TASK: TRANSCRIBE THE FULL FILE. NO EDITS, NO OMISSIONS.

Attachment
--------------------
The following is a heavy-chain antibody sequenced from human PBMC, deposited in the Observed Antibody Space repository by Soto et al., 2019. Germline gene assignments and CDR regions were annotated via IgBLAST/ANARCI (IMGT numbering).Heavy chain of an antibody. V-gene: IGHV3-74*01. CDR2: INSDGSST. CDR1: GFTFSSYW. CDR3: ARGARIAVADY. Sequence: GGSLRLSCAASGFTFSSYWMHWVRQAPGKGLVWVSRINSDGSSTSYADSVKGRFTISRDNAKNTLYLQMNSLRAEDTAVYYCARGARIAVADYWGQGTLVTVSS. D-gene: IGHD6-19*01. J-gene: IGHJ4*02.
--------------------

The following is a heavy-chain antibody sequenced from human PBMC, deposited in the Observed Antibody Space repository by Soto et al., 2019. Germline gene assignments and CDR regions were annotated via IgBLAST/ANARCI (IMGT numbering).Heavy chain of an antibody. V-gene: IGHV3-74*01. CDR2: INSDGSST. CDR1: GFTFSSYW. CDR3: ARGARIAVADY. Sequence: GGSLRLSCAASGFTFSSYWMHWVRQAPGKGLVWVSRINSDGSSTSYADSVKGRFTISRDNAKNTLYLQMNSLRAEDTAVYYCARGARIAVADYWGQGTLVTVSS. D-gene: IGHD6-19*01. J-gene: IGHJ4*02.